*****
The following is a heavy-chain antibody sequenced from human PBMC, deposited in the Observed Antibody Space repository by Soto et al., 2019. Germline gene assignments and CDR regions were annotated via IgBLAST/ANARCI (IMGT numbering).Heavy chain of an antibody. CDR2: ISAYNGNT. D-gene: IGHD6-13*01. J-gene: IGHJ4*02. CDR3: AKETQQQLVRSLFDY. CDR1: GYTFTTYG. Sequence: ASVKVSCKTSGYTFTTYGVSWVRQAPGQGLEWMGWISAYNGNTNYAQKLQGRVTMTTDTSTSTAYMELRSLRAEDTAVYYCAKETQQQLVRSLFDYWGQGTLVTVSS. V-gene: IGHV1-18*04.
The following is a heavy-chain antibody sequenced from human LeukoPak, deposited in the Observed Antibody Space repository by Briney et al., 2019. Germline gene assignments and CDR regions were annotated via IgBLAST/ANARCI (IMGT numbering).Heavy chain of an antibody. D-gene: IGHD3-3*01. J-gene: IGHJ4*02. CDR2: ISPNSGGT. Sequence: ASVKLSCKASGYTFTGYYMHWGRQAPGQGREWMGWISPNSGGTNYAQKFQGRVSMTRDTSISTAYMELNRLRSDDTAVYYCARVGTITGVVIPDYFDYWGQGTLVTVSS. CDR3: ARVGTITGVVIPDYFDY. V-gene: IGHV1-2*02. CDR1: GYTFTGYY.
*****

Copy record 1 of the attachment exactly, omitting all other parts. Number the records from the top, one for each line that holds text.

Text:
The following is a heavy-chain antibody sequenced from human PBMC, deposited in the Observed Antibody Space repository by Soto et al., 2019. Germline gene assignments and CDR regions were annotated via IgBLAST/ANARCI (IMGT numbering).Heavy chain of an antibody. CDR2: ISAYNGNT. D-gene: IGHD6-13*01. J-gene: IGHJ4*02. CDR3: AKETQQQLVRSLFDY. CDR1: GYTFTTYG. Sequence: ASVKVSCKTSGYTFTTYGVSWVRQAPGQGLEWMGWISAYNGNTNYAQKLQGRVTMTTDTSTSTAYMELRSLRAEDTAVYYCAKETQQQLVRSLFDYWGQGTLVTVSS. V-gene: IGHV1-18*04.